INS AND OUTS OF EXERCISE
MARIKA SBOROS: Easy on the water and sugar for that ultramarathon
The mantra that athletes should drink as much as they can, has built up the sports drinks industry, but is not always good for your health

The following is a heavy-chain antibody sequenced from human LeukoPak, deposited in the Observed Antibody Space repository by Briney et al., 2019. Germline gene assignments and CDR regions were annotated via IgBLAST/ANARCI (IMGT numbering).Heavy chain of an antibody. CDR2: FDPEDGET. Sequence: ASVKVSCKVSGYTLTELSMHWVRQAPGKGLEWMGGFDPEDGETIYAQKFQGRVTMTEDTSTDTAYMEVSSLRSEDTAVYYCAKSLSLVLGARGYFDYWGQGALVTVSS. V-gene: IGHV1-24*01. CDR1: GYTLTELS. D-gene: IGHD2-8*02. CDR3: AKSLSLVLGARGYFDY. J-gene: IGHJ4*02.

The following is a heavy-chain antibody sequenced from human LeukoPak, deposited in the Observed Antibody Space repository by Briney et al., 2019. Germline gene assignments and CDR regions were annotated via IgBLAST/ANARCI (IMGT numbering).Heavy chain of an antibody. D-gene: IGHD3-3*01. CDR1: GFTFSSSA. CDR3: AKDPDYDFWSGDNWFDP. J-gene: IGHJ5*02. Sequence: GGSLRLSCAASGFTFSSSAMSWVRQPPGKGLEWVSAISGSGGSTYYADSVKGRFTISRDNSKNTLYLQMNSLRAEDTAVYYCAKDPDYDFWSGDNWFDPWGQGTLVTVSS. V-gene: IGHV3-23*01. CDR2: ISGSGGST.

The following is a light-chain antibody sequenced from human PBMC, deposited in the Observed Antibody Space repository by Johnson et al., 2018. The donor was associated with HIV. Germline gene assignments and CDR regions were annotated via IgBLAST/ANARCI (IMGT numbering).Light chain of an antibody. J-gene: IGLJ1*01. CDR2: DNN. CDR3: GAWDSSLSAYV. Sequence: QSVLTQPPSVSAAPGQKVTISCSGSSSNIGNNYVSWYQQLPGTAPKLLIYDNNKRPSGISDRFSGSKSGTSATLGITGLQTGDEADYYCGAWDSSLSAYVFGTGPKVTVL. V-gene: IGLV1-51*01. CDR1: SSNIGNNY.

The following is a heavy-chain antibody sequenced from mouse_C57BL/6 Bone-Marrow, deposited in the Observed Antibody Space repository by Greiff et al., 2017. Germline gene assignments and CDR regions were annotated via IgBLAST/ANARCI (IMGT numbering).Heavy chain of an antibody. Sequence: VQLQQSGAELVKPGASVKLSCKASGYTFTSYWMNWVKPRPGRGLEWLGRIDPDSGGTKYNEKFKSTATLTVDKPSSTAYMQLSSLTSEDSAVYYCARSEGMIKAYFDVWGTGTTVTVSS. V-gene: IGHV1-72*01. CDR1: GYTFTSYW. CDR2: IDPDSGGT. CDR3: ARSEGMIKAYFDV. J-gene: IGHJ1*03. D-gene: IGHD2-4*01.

The human body is made up of lots of water — somewhere between 55% to 78%. It makes intuitive sense, then, that water is the best drink during prolonged exercise. The percentage of water in a body depends on age, gender and levels of fitness, say experts. That’s because fatty tissue has less water in it than lean tissue. Women naturally have more adipose (fatty) tissue than men. Yet while most experts say water is the optimal drink, there are caveats. And as with all good things in life, too much can be bad. “If you are a recreational athlete, you only need water,” says Cape Town sports scientist Prof Tim Noakes. “If you are an elite athlete, you may need more than water.” Noakes is author of the best-selling book Waterlogged: The Serious Problem of Overhydration in Endurance Sports. In it, he dispatches the mantra that experts have repeated to athletes and coaches for decades: “Drink as much as you can, even before you feel thirsty.” “The overhydrated athlete is at risk of exercise...